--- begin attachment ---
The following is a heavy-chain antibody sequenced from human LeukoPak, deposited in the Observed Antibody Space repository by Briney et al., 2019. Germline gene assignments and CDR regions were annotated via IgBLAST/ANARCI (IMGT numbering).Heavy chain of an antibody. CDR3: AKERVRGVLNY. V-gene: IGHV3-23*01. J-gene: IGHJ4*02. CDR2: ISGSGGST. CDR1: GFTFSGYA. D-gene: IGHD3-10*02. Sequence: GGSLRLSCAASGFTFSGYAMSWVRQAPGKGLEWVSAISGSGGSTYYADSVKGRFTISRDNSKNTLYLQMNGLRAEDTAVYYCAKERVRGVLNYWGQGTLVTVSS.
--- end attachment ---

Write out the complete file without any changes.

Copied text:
The following is a heavy-chain antibody sequenced from human LeukoPak, deposited in the Observed Antibody Space repository by Briney et al., 2019. Germline gene assignments and CDR regions were annotated via IgBLAST/ANARCI (IMGT numbering).Heavy chain of an antibody. CDR3: AKERVRGVLNY. V-gene: IGHV3-23*01. J-gene: IGHJ4*02. CDR2: ISGSGGST. CDR1: GFTFSGYA. D-gene: IGHD3-10*02. Sequence: GGSLRLSCAASGFTFSGYAMSWVRQAPGKGLEWVSAISGSGGSTYYADSVKGRFTISRDNSKNTLYLQMNGLRAEDTAVYYCAKERVRGVLNYWGQGTLVTVSS.